Like Kevin Howley writes, quoting himself, “community media is a ´notoriously vague construct´” (Howley 2010: 15). He continues by stating that there are many terms for describing “media that´s produced by and for local communities”, such as: participatory, alternative and citizen’s media. And that the technology for transmitting the locally produced media can vary (Howley 2010: 15).

Leah A Lievrouw is calling one genre participatory journalism or participatory media within the greater genre of alternative and activist new media and is presenting Indymedia as one of the most important examples of that (Lievrouw 2011:125). Community media initiatives have been around for decades, so how come participatory media suddenly is discussed as something new? Is it really new or is it just the same concept trying out new technology…?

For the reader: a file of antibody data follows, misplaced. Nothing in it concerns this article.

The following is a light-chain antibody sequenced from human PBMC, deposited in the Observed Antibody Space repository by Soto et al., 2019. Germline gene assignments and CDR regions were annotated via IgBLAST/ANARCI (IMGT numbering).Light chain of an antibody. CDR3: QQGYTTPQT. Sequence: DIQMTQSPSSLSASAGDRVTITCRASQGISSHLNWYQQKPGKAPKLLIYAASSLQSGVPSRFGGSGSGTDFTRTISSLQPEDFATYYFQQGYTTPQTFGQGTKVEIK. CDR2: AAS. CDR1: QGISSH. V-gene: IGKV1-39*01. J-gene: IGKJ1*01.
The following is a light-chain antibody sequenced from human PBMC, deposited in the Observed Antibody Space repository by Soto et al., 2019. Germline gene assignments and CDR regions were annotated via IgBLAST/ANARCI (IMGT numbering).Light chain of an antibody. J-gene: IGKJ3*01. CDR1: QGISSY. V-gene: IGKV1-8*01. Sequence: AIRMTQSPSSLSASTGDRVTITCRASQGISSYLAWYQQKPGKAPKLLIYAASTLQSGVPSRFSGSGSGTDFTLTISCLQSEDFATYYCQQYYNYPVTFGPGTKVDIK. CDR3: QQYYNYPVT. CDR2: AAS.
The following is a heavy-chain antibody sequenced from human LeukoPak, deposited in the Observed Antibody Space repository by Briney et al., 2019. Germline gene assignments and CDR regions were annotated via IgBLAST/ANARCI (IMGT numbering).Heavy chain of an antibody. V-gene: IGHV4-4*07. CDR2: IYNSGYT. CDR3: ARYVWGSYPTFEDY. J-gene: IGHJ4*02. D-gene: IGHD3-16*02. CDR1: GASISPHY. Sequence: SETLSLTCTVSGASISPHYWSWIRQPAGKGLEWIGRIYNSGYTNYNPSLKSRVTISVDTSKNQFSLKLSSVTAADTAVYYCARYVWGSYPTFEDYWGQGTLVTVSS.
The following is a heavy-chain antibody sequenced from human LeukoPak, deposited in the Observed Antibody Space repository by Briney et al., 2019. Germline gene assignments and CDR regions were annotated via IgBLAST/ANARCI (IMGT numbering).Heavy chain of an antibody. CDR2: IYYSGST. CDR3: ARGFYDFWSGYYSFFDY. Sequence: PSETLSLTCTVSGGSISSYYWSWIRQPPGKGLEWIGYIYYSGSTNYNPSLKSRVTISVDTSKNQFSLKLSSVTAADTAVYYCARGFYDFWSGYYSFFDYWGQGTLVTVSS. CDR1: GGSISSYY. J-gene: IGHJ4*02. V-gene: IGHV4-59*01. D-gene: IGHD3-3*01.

Short definitions

Though difficult to define, there are, of course, some suggestions of definitions of community media. Howley does one attempt:

“By community media, I refer to grassroots or locally oriented media access initiatives predicated on a profound sense of dissatisfaction with mainstream media form and content, dedicated to the principles of free expression and participatory democracy, and committed to enhancing community relations and promoting community solidarity.” (Howley 2005: 2)

UNESCO, that´s supporting various community media initiative in the name of democracy defines community radio like this:
“A community radio station is one that is operated:

  • in the community,
  • for the community,
  • about the community and
  • by the community.

The community can be territorial or geographical – a township, village, district or island. It can also be a group of people with common interests, who are not necessarily living in one defined territory.”

Two definitions that contradict each other at one important point: must a community be local?